Another difference in point of view between these authors is about how humans fit into nature. Here Miller et al. seem to want to have it both ways: on one hand, they suggest that nature exists as an entity separate from humans and must be conserved without regard for human benefit, but on the other hand acknowledge that many human cultures have deep “spiritual and cultural connectedness to nature” and that preserving biodiversity is therefore crucial to preserving these cultures. So this must mean that for some people, biodiversity must be preserved despite being irrelevant to their lives whereas for others it must be preserved because of deep cultural connections–a tacit acknowledgement that different people can be motivated to engage in conservation for different reasons. As Marvier puts it:
“People are motivated to protect nature for a wide variety of reasons. Some want to sit in meditative repose in the cathedral-like silence of a forest. Others feel deeply that all creatures have an equivalent moral claim to existence. And some want to shoot animals and put their heads on the wall… Since all conservation is a human endeavor, it strikes us as enormously counterproductive for conservation biologists to reject the impulse to protect nature in humans whose rationales they do not personally share. We are certain conservation will be more successful if it embraces the full gamut of motivations and stops acting as the arbiter of moral purity.”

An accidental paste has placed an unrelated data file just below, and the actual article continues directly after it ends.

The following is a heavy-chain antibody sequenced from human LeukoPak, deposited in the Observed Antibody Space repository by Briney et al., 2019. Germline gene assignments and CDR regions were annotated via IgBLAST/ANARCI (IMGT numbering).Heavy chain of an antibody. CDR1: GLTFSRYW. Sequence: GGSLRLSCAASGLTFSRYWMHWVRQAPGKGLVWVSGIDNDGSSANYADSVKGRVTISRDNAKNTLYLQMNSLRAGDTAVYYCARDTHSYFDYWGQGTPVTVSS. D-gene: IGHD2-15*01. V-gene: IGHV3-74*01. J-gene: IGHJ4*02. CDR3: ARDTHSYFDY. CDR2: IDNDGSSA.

By suggesting that the only route to conservation is one that reduces all human impact on nature, Miller et al. ignore thousands of years of human interactions with the natural world, interactions that make it impossible to visualize a world without human impact and unnecessary, perhaps even harmful, for us to end all impact. As Marris puts it:
“[we] live in a world so changed by anthropogenic forces that to refrain from tinkering will likely doom many species…to extinction. To be sure, we must tinker with the utmost caution, but we must tinker, or we will lose many species, and their fates will be on our head as surely if we had gone out and shot them.”
In fact, the cultural diversity that Miller et al. agree needs to be preserved is exactly where we should turn to begin learning how to tinker with nature. This cultural diversity includes communities that have, over hundreds of years, developed methods of interacting with nature that defy the notion that everything humans do is harmful. Consider, for example, the beneficial effects of yearly fires set by indigenous forest-dwellers in Southern India, which prevent highly destructive fires that would otherwise blaze after several years of biomass buildup on the forest floor.